What is the ultimate test of physical and mental endurance? Some would say a marathon. Others would say 20 marathons in 20 days. Some others would even say completing the Tour de France without any performance enhancing drugs. How about a month without alcohol? Welcome to Cancer Research UK's Dryathlon, 35,000 people signed up this year to endure January without a glass, pint or even a shot. Much in the vein of Movember the event aims to raise sponsorship through the entirety of January with an event which everyone can get involved in. Unlike marathons, climbing mountains and skydiving, everyone (almost) can give up alcohol for a measly 31 days. Or you'd hope so. Following on from the alcohol fuelled mayhem that is New Years Eve, the Dryathlon aims to attract detoxers fed up of consuming endless amounts of food and alcohol over the break. If only I was that strong.
The Dryathlon website has a feature called The Golden Pass. If you need a night off you can submit the following message to all your sponsors and see if you're allowed this moment of pleasure.
"Although I'm a world class Dryathlete something has come up that means I could do with a night off. Friends I beg of you grant me this and I will pay the fine you require."
We live in a culture now where it seems that we cannot even go an entire month without alcohol touching our lips. It sounds like a lot, I grant you, but surely that is the point of the sacrifice? If I sponsor my mate Derek to climb Kilimanjaro, I'd be really dissatisfied if he didn't make it to the peak. Obviously I wouldn't ask for the money back as it doesn't benefit Derek. But what is the point in even attempting to achieve it if you're allowed an option to pull out from the very get go?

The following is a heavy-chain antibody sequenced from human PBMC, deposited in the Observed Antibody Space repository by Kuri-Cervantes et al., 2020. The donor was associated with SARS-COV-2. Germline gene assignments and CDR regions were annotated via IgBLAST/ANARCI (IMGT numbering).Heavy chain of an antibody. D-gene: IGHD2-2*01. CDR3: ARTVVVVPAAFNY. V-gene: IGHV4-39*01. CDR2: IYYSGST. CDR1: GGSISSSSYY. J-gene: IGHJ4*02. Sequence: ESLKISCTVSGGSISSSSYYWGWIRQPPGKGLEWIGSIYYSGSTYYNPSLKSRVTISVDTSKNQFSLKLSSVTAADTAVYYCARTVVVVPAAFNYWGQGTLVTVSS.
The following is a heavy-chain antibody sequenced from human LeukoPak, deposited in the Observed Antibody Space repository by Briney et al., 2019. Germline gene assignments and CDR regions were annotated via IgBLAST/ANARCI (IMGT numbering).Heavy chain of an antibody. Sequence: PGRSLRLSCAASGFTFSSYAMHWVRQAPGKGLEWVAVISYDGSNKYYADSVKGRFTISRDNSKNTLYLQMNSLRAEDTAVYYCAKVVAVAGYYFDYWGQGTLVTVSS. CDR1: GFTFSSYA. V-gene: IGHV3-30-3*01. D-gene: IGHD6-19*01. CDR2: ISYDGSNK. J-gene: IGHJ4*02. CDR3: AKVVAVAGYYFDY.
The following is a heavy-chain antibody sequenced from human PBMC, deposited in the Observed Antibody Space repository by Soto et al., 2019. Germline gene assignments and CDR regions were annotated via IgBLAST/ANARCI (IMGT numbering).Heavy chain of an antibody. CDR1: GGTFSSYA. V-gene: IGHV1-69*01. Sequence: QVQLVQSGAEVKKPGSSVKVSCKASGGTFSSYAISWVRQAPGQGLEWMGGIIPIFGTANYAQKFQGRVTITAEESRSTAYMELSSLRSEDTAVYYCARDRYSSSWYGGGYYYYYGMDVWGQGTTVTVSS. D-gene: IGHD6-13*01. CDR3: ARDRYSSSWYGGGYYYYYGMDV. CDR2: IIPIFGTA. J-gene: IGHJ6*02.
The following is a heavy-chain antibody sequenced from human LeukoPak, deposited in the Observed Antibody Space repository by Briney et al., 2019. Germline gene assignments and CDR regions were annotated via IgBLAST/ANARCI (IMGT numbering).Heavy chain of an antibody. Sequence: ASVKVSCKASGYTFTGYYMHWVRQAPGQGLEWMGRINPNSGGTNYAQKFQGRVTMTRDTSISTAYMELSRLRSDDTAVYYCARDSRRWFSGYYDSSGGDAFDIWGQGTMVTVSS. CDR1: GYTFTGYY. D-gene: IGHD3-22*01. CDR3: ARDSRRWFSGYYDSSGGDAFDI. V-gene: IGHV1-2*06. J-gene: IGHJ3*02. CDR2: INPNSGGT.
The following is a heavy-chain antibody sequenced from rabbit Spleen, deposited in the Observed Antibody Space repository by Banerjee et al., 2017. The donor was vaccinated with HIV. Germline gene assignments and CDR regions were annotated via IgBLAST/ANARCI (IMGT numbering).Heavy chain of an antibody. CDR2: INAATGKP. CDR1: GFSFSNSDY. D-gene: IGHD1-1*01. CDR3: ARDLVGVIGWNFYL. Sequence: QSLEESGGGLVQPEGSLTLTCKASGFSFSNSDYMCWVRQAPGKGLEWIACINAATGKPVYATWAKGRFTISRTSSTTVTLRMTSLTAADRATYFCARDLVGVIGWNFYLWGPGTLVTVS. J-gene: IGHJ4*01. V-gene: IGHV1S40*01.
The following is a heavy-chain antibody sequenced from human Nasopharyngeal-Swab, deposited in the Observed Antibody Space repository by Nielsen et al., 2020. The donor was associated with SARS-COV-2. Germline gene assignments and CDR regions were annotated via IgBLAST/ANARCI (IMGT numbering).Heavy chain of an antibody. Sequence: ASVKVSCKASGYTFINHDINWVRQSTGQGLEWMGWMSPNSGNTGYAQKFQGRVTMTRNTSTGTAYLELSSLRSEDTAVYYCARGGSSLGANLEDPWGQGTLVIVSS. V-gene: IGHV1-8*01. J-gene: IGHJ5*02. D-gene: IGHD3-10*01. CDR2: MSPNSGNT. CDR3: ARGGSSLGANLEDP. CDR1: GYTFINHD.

As a student myself, I'm not the ideal candidate for the Dryathlon and I myself didn't partake in the event this year. But yet it really isn't impossible to spend a night with your friends on the soft drink and water. How about designated drivers who have to stand by while everyone around them slowly starts to babble. Donations to Cancer Research UK are benefiting tremendously from a fantastic idea, but The Golden Pass undermines the idea of the sacrifice. Surely just donating to the charity would be better than seeing my hypothetical Derek fail in his climb of Mount Kilimanjager.
After all this moaning, The Golden Pass does redeem itself by charging the alcohol deprived victim into donating money to charity for their lapse in courage. Maybe this should be adapted into other money raising tactics. If you don't finish the marathon you have to pay up. If you don't sell enough cakes at the bake sale you have to eat the remainder. If you don't manage to grow a fully fledged moustache come November 30th then we will draw one on in permanent marker. Dryathlon is another fantastic, unique idea to get people donating and improve their own health. Just hopefully it returns next year without the option to opt out for a momentary lapse of will power.